General introduction to the legislative framework for private antitrust enforcement
Private plaintiffs may bring suit in federal court for violations of federal antitrust law under two provisions of the Clayton Act of 1914. Section 4 allows private plaintiffs to sue for money damages, including reasonable attorneys' fees as well as prejudgment interest on actual damages at a court's discretion if such an award is just under the circumstances. Section 16 allows private plaintiffs to sue for injunctive relief.i Statute of limitations limit the period of potential recovery
A four-year statute of limitations applies to Section 4 claims. The limitations period commences when the cause of action accrues, which generally occurs when the plaintiff suffers injury and damages become ascertainable. Section 16 claims may also be subject to a four-year statute of limitations. Some courts have held that the four-year limitation period also applies to Section 16 claims, while others have held that it does not. The defence of laches nevertheless bars Section 16 claims four years after accrual of the cause of action, unless the court finds equitable reasons to allow the claim.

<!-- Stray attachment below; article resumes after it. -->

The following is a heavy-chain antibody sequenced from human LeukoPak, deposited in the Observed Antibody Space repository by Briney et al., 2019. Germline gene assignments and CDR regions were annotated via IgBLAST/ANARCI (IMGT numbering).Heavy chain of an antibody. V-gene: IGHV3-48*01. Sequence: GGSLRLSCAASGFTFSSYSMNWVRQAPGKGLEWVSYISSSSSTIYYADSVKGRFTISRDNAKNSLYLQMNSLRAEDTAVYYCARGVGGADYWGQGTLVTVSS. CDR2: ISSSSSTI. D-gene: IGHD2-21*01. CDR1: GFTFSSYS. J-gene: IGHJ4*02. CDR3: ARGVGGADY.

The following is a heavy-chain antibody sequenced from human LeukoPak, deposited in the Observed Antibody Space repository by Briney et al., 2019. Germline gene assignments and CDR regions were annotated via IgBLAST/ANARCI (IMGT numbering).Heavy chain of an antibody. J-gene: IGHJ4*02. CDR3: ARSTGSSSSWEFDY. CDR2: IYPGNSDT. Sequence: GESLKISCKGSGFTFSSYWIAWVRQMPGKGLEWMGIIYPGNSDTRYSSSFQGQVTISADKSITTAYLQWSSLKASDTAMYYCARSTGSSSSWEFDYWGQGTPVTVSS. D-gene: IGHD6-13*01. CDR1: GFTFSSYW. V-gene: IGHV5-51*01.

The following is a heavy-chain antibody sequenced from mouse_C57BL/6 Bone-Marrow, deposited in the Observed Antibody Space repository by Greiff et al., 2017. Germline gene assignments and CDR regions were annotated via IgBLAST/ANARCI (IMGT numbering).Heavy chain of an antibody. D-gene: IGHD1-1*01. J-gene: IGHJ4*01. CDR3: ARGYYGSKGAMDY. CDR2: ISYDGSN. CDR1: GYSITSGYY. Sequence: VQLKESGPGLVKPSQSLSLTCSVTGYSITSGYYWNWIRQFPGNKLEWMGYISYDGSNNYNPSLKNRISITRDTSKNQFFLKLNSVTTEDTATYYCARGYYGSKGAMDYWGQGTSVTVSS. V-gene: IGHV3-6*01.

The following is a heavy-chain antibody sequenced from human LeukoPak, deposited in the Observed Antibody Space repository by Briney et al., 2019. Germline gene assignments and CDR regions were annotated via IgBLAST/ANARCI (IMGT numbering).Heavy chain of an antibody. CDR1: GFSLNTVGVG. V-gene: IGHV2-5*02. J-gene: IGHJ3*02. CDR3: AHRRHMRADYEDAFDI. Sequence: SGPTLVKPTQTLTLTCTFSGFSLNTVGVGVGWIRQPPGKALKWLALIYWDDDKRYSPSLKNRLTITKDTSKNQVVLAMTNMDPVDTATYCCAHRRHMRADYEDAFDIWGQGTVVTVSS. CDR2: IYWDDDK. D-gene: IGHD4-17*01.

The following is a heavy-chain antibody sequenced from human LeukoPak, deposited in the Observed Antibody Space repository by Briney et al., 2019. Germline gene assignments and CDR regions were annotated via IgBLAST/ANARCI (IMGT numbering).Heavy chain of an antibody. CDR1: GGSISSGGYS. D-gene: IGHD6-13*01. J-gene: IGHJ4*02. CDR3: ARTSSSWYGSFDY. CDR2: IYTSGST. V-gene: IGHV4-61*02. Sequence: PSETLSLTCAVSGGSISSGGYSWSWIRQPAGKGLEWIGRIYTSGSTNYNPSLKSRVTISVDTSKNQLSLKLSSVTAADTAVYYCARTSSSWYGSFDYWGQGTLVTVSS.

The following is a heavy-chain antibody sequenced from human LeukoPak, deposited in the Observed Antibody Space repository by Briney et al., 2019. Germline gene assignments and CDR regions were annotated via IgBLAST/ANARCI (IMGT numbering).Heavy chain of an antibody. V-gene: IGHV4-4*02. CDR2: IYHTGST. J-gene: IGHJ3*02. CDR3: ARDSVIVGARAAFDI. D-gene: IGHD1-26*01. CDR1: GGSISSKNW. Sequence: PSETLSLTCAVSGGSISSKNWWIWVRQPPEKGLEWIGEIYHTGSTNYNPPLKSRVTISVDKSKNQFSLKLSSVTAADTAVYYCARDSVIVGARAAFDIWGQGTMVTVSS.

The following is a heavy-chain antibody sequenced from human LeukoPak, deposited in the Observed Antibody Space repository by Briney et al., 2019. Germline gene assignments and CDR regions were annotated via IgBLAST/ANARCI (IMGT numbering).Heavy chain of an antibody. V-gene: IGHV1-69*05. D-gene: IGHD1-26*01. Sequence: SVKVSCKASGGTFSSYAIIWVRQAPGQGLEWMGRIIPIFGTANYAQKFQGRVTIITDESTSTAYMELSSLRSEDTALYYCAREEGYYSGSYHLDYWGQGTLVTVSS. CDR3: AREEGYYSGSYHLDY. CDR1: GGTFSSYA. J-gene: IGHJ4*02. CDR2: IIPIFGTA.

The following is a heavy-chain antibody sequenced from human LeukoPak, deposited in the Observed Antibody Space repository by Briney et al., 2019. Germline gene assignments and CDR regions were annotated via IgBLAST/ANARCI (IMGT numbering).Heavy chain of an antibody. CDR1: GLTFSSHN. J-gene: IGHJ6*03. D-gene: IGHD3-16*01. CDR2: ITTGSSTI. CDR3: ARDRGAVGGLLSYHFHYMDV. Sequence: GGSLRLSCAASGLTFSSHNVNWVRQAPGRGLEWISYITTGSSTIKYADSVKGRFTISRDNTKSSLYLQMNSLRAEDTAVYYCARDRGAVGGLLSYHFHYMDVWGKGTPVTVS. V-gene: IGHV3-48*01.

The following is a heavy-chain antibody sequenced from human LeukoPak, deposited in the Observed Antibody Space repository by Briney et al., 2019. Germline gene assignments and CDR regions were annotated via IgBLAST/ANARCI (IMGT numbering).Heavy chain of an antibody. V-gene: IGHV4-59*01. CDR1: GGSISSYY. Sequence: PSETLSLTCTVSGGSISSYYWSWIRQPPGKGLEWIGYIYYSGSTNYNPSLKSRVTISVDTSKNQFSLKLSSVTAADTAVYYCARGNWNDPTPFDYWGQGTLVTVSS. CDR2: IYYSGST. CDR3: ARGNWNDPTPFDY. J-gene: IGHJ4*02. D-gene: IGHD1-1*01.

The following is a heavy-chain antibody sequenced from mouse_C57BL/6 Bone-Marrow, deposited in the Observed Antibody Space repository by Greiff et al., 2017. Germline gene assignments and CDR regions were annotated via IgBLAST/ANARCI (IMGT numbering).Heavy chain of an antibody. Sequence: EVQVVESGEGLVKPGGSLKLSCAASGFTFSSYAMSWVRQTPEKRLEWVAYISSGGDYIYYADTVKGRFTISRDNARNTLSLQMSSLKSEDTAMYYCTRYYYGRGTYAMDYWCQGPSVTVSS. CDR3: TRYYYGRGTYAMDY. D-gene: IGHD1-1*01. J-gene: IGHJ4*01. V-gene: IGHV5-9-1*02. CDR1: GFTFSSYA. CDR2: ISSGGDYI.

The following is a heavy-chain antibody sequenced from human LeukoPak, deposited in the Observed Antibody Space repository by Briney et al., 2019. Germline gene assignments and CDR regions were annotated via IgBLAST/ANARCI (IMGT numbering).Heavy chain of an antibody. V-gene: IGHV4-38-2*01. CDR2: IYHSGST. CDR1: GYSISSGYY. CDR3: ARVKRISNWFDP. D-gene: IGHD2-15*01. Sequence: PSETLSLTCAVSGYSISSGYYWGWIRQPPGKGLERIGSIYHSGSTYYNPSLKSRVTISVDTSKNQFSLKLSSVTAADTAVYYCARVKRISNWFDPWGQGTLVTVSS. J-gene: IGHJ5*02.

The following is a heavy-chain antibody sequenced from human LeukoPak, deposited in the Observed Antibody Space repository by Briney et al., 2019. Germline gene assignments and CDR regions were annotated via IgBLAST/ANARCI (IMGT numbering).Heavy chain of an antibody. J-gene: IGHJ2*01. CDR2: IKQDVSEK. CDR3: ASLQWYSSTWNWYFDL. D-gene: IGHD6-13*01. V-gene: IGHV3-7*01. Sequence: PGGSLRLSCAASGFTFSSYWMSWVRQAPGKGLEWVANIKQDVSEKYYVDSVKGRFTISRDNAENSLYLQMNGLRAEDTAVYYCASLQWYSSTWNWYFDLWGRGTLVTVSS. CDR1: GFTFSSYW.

The statute of limitations may be tolled by government antitrust actions, the filing of a class action, fraudulent concealment, duress or equitable estoppel. Where a series of overt acts rather than one definitive act causes new injury to plaintiffs, the continuing violation doctrine restarts the statute of limitations period. Some courts allow the tacking of tolling periods.ii State antitrust claims
Most US states and territories have adopted antitrust statutes. They generally mirror the federal scheme, and prohibit monopolies and unreasonable agreements (like the Sherman and Clayton Acts) and unfair and deceptive trade practices (like the Federal Trade Commission (FTC) Act). The vast majority provide for private rights of action. Statute of limitations periods vary by state.
The statutes and courts' interpretations of them differ on various points, such as the availability of treble damages, restitution, class actions and availability of recovery for indirect purchasers.